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Add Some Spice to Your Life, and Reduce Joint Pain

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Posted: Feb 8, 2019 | by admin | 0 Comment

While we’ve recently enjoyed warm days, winter isn’t quite through with our area yet. Cold mornings and severe temperature drops in the evening can meddle with our daily comfort. We have discussed ways one can ease the aches of arthritis and other types of joint pain during the winter, and for those interested in more help for joint pain there is the option of “spicing up” the way you eat.

The Arthritis Foundation reports that following a diet rich in anti-inflammatory foods can help reduce the frequency of joint pain. Specific spices used in everyday cooking may not only fight pro-inflammatory cytokines but provide supplemental benefits for improved overall health.

Spices to help ease joint painTo see you through joint pain as the seasons change, and to add some zest to your daily menu, these additions to your spice rack may allow you to enjoy bold flavors in good health:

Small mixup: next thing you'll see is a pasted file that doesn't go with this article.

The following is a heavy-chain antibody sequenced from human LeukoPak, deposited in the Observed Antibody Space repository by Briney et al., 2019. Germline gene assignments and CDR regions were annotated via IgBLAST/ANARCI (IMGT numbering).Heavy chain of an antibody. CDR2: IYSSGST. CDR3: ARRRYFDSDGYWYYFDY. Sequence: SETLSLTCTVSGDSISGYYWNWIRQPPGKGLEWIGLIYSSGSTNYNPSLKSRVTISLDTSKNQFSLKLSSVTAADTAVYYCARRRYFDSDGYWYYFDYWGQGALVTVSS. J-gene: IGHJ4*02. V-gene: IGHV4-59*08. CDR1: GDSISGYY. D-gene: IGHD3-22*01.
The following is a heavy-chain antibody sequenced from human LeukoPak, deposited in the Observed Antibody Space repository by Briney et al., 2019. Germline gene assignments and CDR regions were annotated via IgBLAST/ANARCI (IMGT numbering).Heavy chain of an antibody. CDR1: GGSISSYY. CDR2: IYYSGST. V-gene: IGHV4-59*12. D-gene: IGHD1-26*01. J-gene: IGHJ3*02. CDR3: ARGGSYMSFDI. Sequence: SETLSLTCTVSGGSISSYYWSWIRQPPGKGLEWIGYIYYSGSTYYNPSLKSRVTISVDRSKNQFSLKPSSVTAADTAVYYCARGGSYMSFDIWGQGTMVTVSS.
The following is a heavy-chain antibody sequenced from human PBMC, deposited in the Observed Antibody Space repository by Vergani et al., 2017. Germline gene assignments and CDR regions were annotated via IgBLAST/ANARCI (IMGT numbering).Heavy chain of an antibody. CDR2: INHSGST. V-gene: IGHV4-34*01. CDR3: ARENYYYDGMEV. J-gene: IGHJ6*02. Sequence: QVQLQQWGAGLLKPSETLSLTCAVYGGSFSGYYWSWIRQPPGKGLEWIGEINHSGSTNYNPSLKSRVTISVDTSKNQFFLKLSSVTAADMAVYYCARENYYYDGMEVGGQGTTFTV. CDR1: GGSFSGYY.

Ginger – People tend to associate the health benefits of ginger for gastronomical-related agents. We drink ginger ale, for example, to help an upset stomach. However, ginger’s medicinal properties are also known to reduce inflammation. Adding ginger to tea, stir-fry dishes, or smoothie drinks adds a sharp, zesty tang that may comfort you in the long run. (Source: Medical News Today)

Garlic – This versatile bulb may be eaten raw or pickled, crushed or powdered for soups and sauces, or minced as a topping for pizza. Though pungent in flavor, and capable of repelling people standing too close, garlic contains a compound called thiacremonone which is reported to aid in easing joint pain. (Source: NIH)

Turmeric – If you enjoy curry and Thai dishes on a regular basis, you likely enjoy the health benefits of this golden root in the ginger family. According to a study from the National Institute of Health, it is the active chemical curcumin within the spice that contributes to anti-inflammatory aid. (Source: NIH)

Cinnamon – On a cold winter night, a mug of hot cider garnished with a cinnamon stick hits the spot. It may also do more than keep your hands warm; a recent study in the Journal of American College of Nutrition suggests consumption of cinnamon has helped sufferers of rheumatoid arthritis.

While changes in the way you eat may help your pain management and mobility, a full continuum of care for your shoulder, knee, elbow, or other joint pain is key to improving your quality of life. At Virginia Orthopaedic & Spine Specialists, our team of physicians and physician assistants are here to provide solutions for your continued health. Contact us today for more information.

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